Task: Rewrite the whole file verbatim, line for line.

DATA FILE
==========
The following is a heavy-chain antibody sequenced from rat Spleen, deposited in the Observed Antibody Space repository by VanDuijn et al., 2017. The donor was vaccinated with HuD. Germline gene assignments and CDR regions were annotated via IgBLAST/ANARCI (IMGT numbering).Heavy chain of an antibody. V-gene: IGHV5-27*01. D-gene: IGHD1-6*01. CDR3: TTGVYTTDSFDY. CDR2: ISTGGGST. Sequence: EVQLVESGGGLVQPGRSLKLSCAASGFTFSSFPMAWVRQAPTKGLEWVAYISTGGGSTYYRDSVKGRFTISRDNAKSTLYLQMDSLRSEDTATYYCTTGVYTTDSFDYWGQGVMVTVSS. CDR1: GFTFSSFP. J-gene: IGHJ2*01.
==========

The following is a heavy-chain antibody sequenced from rat Spleen, deposited in the Observed Antibody Space repository by VanDuijn et al., 2017. The donor was vaccinated with HuD. Germline gene assignments and CDR regions were annotated via IgBLAST/ANARCI (IMGT numbering).Heavy chain of an antibody. V-gene: IGHV5-27*01. D-gene: IGHD1-6*01. CDR3: TTGVYTTDSFDY. CDR2: ISTGGGST. Sequence: EVQLVESGGGLVQPGRSLKLSCAASGFTFSSFPMAWVRQAPTKGLEWVAYISTGGGSTYYRDSVKGRFTISRDNAKSTLYLQMDSLRSEDTATYYCTTGVYTTDSFDYWGQGVMVTVSS. CDR1: GFTFSSFP. J-gene: IGHJ2*01.